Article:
Coat of Arms of the East Riding
Coat of Arms of the East Riding

This is the speech of a man in his early seventies who was born and raised in the East Riding and who has lived in the same village the whole of his life. Educated at the local village school, and later at boarding school, he has worked in agriculture since finishing his education. The following is an extact from the informant's account of a childhood journey to school without the benefits (or restrictions) of parental supervision. A slaphole is a hole in the road full of rain water. To hear the spoken version, click here.

… right through these slapholes with my new boots on. I smashed all the ice and … I got to the end of the gate
there and … I found out I was wet through … and so ... I didn't go to school. I turned round and I went back …
and I went back up home and … my mother was stood in the wash-house with ... with her hands in … in the
washing tub you know, the big old wooden thing with the scrubbing board, going like this, and … she just looked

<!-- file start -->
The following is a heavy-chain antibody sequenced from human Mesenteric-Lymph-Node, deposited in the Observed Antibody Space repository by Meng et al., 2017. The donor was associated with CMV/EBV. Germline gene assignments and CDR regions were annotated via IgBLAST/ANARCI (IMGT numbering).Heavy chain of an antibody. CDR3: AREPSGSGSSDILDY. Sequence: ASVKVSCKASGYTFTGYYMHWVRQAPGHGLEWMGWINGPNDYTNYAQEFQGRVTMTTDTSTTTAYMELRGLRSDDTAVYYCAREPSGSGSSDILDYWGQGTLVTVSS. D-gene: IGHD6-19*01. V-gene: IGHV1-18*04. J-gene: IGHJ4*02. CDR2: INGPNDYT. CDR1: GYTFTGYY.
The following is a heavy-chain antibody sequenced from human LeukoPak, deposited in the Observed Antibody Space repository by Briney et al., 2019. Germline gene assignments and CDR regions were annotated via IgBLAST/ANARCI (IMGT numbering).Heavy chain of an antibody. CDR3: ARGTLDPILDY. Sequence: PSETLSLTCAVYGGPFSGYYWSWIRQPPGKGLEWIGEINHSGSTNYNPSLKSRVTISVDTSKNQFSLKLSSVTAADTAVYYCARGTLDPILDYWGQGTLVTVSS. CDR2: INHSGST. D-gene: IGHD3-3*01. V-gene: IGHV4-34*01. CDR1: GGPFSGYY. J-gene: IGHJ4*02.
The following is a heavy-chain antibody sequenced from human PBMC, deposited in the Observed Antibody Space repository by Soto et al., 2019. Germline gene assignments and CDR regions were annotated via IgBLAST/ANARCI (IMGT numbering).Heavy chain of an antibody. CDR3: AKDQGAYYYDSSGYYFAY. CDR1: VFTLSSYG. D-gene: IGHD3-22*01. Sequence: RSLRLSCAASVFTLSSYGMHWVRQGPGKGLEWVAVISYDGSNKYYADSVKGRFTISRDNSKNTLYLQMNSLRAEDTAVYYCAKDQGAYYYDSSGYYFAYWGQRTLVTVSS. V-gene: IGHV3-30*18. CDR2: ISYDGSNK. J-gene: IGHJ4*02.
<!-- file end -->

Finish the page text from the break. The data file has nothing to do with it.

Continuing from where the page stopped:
round and said what are you doing here. I says my feet are wet. … Oh … what have you been doing …
breaking them slapholes in the water. I think. I said aye. She took my hand and she took me though into the
kitchen. She lifted me up, put me on the table and … she off with my boots and she stuck some newspaper in
and put them against the fire, because there was a big old kitchen range in there then … took my socks off and
… dried them off, and put some clean socks on, and got my boots and put them back on again. She got hold of
my hand and she fair trailed me down that road … all the way down here …missed the slapholes … opened the
school door and shoved me in … and that were it